The director Eli Roth has previously indulged his cinephilia with gory exploitation throwbacks (Hostel), but in The House With a Clock in Its Walls, he makes a nostalgic fun house movie geared toward a younger crowd, and it pays off. This screen version of a celebrated 1973 book by John Bellairs doesn’t have the sophistication of an adaptation like Hugo, but no film in which Cate Blanchett head-butts a vivified jack-o’-lantern could be entirely without merit.

The movie has the pleasingly demented texture of early Tim Burton. It bears the logo of Steven Spielberg’s Amblin company and is seen from a Spielbergian child’s-eye view. After the deaths of his parents, Lewis (Owen Vaccaro) goes to live with his uncle, Jonathan (Jack Black), secretly a benevolent warlock. Jonathan is obsessed with finding a clock hidden in the house by its previous magic-dabbling occupant (Kyle MacLachlan). Lewis asks to apprentice.

The pleasures of the movie are mainly in the design of the Victorian house and its grounds, replete with a chair that behaves like a dog, and in the affection for re-creating the 1950s period, down to a surprise use for Ovaltine. Black is perhaps too sardonic a presence, but Blanchett — as a fellow spell-caster — takes evident pleasure in deadpanning lines like “I melted Salvador Dali’s watch once, right off his wrist.” Playing material like this with conviction is its own form of magic.

Breaking out of his teenybopper image, Parth Samthaan is all set to portray the intense Anurag Basu in Ekta Kapoor’s reboot of Kasautii Zindagii Kay. The serial that starts airing on STAR Plus from September 25 has Parth and Erica Fernandes playing the star-crossed lovers, Anurag and Prerna. t2 caught up with the actor at Taj Bengal for a chat. 

Breaking out of his teenybopper image, Parth Samthaan is all set to portray the intense Anurag Basu in Ekta Kapoor’s reboot of Kasautii Zindagii Kay. The serial that starts airing on STAR Plus from September 25 has Parth and Erica Fernandes playing the star-crossed lovers, Anurag and Prerna. t2 caught up with the actor at Taj Bengal for a chat. 

Breaking out of his teenybopper image, Parth Samthaan is all set to portray the intense Anurag Basu in Ekta Kapoor’s reboot of Kasautii Zindagii Kay. The serial that starts airing on STAR Plus from September 25 has Parth and Erica Fernandes playing the star-crossed lovers, Anurag and Prerna. t2 caught up with the actor at Taj Bengal for a chat.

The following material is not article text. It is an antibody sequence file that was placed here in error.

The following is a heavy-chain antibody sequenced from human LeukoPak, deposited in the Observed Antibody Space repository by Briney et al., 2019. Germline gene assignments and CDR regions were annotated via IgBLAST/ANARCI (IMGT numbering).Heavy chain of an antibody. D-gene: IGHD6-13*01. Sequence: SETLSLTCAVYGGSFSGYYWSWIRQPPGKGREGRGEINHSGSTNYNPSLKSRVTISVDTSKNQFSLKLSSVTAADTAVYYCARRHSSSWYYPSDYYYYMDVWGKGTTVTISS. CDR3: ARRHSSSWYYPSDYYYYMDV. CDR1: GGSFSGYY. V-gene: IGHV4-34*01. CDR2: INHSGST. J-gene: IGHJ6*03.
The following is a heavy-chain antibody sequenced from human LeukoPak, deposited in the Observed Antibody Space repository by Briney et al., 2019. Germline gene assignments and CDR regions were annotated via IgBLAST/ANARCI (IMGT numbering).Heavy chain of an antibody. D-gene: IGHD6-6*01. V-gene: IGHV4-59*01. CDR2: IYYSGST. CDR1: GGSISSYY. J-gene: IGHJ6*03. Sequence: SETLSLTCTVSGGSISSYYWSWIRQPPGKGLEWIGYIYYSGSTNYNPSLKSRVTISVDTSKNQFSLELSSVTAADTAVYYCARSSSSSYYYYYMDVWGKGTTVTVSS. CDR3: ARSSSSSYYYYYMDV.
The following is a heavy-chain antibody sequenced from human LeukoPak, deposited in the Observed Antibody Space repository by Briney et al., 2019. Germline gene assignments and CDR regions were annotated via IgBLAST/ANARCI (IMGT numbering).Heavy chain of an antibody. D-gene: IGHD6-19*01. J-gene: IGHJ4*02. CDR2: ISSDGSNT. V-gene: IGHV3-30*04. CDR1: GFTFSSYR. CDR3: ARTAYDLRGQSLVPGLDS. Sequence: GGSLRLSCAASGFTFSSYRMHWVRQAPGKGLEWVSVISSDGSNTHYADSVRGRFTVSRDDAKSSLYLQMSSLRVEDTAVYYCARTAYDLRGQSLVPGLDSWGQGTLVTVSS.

Breaking out of his teenybopper image, Parth Samthaan is all set to portray the intense Anurag Basu in Ekta Kapoor’s reboot of Kasautii Zindagii Kay. The serial that starts airing on STAR Plus from September 25 has Parth and Erica Fernandes playing the star-crossed lovers, Anurag and Prerna. t2 caught up with the actor at Taj Bengal for a chat. 

Breaking out of his teenybopper image, Parth Samthaan is all set to portray the intense Anurag Basu in Ekta Kapoor’s reboot of Kasautii Zindagii Kay. The serial that starts airing on STAR Plus from September 25 has Parth and Erica Fernandes playing the star-crossed lovers, Anurag and Prerna. t2 caught up with the actor at Taj Bengal for a chat. 

Breaking out of his teenybopper image, Parth Samthaan is all set to portray the intense Anurag Basu in Ekta Kapoor’s reboot of Kasautii Zindagii Kay. The serial that starts airing on STAR Plus from September 25 has Parth and Erica Fernandes playing the star-crossed lovers, Anurag and Prerna. t2 caught up with the actor at Taj Bengal for a chat. 

Breaking out of his teenybopper image, Parth Samthaan is all set to portray the intense Anurag Basu in Ekta Kapoor’s reboot of Kasautii Zindagii Kay. The serial that starts airing on STAR Plus from September 25 has Parth and Erica Fernandes playing the star-crossed lovers, Anurag and Prerna. t2 caught up with the actor at Taj Bengal for a chat.